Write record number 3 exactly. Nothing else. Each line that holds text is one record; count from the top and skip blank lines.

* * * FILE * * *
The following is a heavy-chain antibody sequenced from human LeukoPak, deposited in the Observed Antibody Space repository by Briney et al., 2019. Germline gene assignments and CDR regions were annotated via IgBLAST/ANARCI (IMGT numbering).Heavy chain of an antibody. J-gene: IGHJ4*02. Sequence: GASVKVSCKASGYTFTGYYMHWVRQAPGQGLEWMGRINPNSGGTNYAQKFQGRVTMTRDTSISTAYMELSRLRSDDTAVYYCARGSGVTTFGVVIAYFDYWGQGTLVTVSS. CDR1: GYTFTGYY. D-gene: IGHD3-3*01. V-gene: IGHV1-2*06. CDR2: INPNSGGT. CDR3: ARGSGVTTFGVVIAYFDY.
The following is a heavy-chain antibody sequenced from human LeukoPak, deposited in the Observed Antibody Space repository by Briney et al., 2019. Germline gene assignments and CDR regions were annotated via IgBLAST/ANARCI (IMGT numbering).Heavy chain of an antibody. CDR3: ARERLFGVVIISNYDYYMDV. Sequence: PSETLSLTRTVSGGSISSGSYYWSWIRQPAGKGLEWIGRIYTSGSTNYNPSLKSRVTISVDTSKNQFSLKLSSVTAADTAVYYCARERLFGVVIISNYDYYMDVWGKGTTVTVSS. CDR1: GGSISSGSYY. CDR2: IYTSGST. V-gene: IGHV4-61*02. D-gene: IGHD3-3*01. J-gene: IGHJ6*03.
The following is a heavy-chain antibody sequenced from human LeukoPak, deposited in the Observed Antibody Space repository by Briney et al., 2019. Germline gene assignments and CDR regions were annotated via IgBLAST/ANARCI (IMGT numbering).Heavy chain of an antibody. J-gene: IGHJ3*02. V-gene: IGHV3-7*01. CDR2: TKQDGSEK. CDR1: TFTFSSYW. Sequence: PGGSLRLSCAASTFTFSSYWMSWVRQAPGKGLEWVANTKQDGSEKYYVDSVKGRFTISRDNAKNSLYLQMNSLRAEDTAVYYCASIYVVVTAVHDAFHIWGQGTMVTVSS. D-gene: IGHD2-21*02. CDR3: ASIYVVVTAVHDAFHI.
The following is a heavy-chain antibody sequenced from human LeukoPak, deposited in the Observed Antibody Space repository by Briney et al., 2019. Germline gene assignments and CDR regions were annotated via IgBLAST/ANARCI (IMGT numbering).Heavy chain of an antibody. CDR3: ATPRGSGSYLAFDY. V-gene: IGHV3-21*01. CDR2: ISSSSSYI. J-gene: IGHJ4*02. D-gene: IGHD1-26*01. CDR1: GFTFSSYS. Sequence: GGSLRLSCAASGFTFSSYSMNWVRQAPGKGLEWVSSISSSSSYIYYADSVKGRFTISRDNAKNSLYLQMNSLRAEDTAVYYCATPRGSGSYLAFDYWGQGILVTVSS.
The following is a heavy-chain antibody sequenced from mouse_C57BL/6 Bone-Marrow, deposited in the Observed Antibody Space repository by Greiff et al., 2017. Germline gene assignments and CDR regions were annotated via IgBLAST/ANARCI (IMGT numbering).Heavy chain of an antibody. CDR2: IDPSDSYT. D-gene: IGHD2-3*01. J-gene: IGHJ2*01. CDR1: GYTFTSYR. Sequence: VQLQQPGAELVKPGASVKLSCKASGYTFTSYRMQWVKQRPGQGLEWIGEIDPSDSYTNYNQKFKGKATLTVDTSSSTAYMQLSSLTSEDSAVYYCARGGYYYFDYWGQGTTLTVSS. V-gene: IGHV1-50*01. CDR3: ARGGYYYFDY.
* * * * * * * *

The following is a heavy-chain antibody sequenced from human LeukoPak, deposited in the Observed Antibody Space repository by Briney et al., 2019. Germline gene assignments and CDR regions were annotated via IgBLAST/ANARCI (IMGT numbering).Heavy chain of an antibody. J-gene: IGHJ3*02. V-gene: IGHV3-7*01. CDR2: TKQDGSEK. CDR1: TFTFSSYW. Sequence: PGGSLRLSCAASTFTFSSYWMSWVRQAPGKGLEWVANTKQDGSEKYYVDSVKGRFTISRDNAKNSLYLQMNSLRAEDTAVYYCASIYVVVTAVHDAFHIWGQGTMVTVSS. D-gene: IGHD2-21*02. CDR3: ASIYVVVTAVHDAFHI.